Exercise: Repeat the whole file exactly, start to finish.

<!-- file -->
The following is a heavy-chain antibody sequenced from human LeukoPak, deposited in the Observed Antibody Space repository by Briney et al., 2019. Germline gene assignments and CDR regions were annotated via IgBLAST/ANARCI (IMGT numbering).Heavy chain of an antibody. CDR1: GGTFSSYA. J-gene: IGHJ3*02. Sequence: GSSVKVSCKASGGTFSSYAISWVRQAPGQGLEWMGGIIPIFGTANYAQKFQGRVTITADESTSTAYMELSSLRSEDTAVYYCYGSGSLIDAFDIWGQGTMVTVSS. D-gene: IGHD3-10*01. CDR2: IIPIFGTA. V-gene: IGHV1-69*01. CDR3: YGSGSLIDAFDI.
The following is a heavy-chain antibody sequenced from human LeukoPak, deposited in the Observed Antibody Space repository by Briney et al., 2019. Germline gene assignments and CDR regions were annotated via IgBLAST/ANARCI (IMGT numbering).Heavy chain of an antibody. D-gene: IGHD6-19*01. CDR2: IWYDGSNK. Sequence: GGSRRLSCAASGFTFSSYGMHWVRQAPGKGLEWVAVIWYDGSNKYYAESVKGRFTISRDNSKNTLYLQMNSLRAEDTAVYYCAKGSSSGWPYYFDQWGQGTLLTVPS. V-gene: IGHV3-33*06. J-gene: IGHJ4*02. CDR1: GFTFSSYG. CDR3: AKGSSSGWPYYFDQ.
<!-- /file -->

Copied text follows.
The following is a heavy-chain antibody sequenced from human LeukoPak, deposited in the Observed Antibody Space repository by Briney et al., 2019. Germline gene assignments and CDR regions were annotated via IgBLAST/ANARCI (IMGT numbering).Heavy chain of an antibody. CDR1: GGTFSSYA. J-gene: IGHJ3*02. Sequence: GSSVKVSCKASGGTFSSYAISWVRQAPGQGLEWMGGIIPIFGTANYAQKFQGRVTITADESTSTAYMELSSLRSEDTAVYYCYGSGSLIDAFDIWGQGTMVTVSS. D-gene: IGHD3-10*01. CDR2: IIPIFGTA. V-gene: IGHV1-69*01. CDR3: YGSGSLIDAFDI.
The following is a heavy-chain antibody sequenced from human LeukoPak, deposited in the Observed Antibody Space repository by Briney et al., 2019. Germline gene assignments and CDR regions were annotated via IgBLAST/ANARCI (IMGT numbering).Heavy chain of an antibody. D-gene: IGHD6-19*01. CDR2: IWYDGSNK. Sequence: GGSRRLSCAASGFTFSSYGMHWVRQAPGKGLEWVAVIWYDGSNKYYAESVKGRFTISRDNSKNTLYLQMNSLRAEDTAVYYCAKGSSSGWPYYFDQWGQGTLLTVPS. V-gene: IGHV3-33*06. J-gene: IGHJ4*02. CDR1: GFTFSSYG. CDR3: AKGSSSGWPYYFDQ.